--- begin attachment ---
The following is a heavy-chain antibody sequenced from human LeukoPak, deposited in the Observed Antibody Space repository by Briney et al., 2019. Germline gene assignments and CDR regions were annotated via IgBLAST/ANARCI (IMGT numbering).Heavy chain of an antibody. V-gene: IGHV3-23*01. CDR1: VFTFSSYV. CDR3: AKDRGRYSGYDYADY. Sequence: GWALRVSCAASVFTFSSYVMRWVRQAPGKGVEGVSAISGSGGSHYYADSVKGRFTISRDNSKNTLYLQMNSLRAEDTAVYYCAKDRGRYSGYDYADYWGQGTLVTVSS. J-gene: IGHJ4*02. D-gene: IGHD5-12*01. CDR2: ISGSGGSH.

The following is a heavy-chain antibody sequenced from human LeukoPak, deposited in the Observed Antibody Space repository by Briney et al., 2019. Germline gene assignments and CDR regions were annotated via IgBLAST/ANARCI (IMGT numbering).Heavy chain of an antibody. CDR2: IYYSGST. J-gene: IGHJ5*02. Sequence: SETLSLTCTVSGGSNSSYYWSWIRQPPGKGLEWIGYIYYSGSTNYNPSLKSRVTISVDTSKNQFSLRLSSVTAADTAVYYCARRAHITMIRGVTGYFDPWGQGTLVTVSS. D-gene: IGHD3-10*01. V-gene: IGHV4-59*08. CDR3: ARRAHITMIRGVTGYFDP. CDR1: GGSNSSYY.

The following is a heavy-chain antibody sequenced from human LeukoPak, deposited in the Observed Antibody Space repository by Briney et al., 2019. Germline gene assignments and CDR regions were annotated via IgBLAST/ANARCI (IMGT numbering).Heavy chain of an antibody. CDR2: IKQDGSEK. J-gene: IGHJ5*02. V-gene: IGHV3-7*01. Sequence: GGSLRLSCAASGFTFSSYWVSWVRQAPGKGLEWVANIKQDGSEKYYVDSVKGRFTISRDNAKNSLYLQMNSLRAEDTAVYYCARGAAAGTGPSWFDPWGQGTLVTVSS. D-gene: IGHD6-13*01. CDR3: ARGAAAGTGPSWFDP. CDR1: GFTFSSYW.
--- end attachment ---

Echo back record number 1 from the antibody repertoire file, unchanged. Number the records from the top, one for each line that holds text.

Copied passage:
The following is a heavy-chain antibody sequenced from human LeukoPak, deposited in the Observed Antibody Space repository by Briney et al., 2019. Germline gene assignments and CDR regions were annotated via IgBLAST/ANARCI (IMGT numbering).Heavy chain of an antibody. V-gene: IGHV3-23*01. CDR1: VFTFSSYV. CDR3: AKDRGRYSGYDYADY. Sequence: GWALRVSCAASVFTFSSYVMRWVRQAPGKGVEGVSAISGSGGSHYYADSVKGRFTISRDNSKNTLYLQMNSLRAEDTAVYYCAKDRGRYSGYDYADYWGQGTLVTVSS. J-gene: IGHJ4*02. D-gene: IGHD5-12*01. CDR2: ISGSGGSH.